Missed Connection

Missed Connection

Tess Smith-Roberts

Playtime Press

86 pages

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It took a few pages to decide where I stood on Tess Smith-Roberts’ Missed Connection, but only a few. There’s a rudimentary quality here that might present an obstacle for some readers, an intentional effect that masks a remarkable sense of design and composition. The book lives and breathes on the strength of pastel tones, no small feat.

This is essentially a storybook, albeit one with cuss words. It’s about lonely people wandering around the city, surrounded by strangers despite their isolation. That’s the crux of the problem: the protagonist for the first third of the book, Grace, is grasping for any kind of substantive connection. She sits at home and spends her time watching soap operas that fill the hours but little else. She goes out to a party, takes a ceramics class. It doesn’t stick. 

Eventually Grace meets Kitty. Kitty is more or less in the same boat. She can’t find a job, can’t find any luck with online dating. There’s a page with Kitty sitting on the toilet scanning social media while asking herself “why is everything happening for everyone else?” Such a simple question to draw so much blood from the unwary reader! Is there a more modern sensation than the unique twinge of jealousy that accompanies close observation of other peoples’ social media feeds? Even if you acknowledge on some level that other people’s lives are just as desperate and stage managed as yours, the mere illusion that other people are actually managing to live their best lives in 2020 is enough to hurt like the twisting of a knife.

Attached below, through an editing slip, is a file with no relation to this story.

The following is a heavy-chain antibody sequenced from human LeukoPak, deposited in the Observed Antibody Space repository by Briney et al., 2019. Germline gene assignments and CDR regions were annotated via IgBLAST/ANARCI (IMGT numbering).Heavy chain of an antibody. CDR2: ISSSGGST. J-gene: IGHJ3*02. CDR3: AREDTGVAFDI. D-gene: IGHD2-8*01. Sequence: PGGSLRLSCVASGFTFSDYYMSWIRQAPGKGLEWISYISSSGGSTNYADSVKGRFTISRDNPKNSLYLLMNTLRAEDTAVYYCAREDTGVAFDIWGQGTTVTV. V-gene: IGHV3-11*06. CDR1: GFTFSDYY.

How dare they. 

Grace and Kitty come together in the final third of the book. There’s no friction, no “will they or won’t they?” or missed connections. They meet-cute in the supermarket and agree to meet again. Sometimes it really is that simple. But the previous two sections assure us this is by no means standard operating procedure. 

And that’s the gut-punch waiting for the reader at the end of the book: this really is just a simple story about being lonely and depressed and finding a lover. The main conflict - the only conflict, really - is between the two protagonists and their respective loneliness. It’s hard to be both hemmed in by the constant presence of other people and also bereft of anyone with whom you can ever truly relax. It leads a body to sickness from pining for peace. There’s no conflict between the protagonists once they meet because that in itself is the most pure kind of fantasy imaginable to so many people in 2020: just to meet someone else you don’t mind being in the same room with for an extended period of time. Someone with whom to share a lunch. Our lives are so often and so thoroughly not our own that the most banal and domestic pleasures seem at times more distant than the moon. 

In 2008 Tom Spurgeon coined the term “decency fantasy” to describe a certain kind of narrative that hinges on the fantasy of pleasingly mundane domesticity. In hindsight this seems a prescient label. Stories that revolve primarily around people being reasonable and working together amicably to solve common goals seem positively transgressive in an era when almost everything else in our lives sinks further into the realm of the brittle and combative. Back in 2008 when Spurgeon coined the term low-stakes slice of life was a relatively small part of the comics ecosystem, but these kinds of stories seem to hit a nerve at this particular point in time. It’s rough out here on these mean streets. People get thirsty for virtue. 

Smith-Robert’s pages are defined by flat planes of pleasing, hand filled color. Occasionally geometric motifs intrude, op art eruptions of tile floors across soft tones. This book made me realize that I didn’t know how influential Paper Rad would be, in hindsight, but their mixture of Fort Thunder primitivism, riotous digital imagery, and a subtly classical design sense can be seen across a number of disparate artists. Missed Connection recalls some of these more combative experimental comics of the aughts, filtered through minor keys and dependent on a decidedly less aggressive palette but retaining a similar approach to narrative sequences built around collage and repetition. That we should live to see the disconsolate hybrid offspring of Kramer’s Ergot and Hope Larson in one - an age of miracles.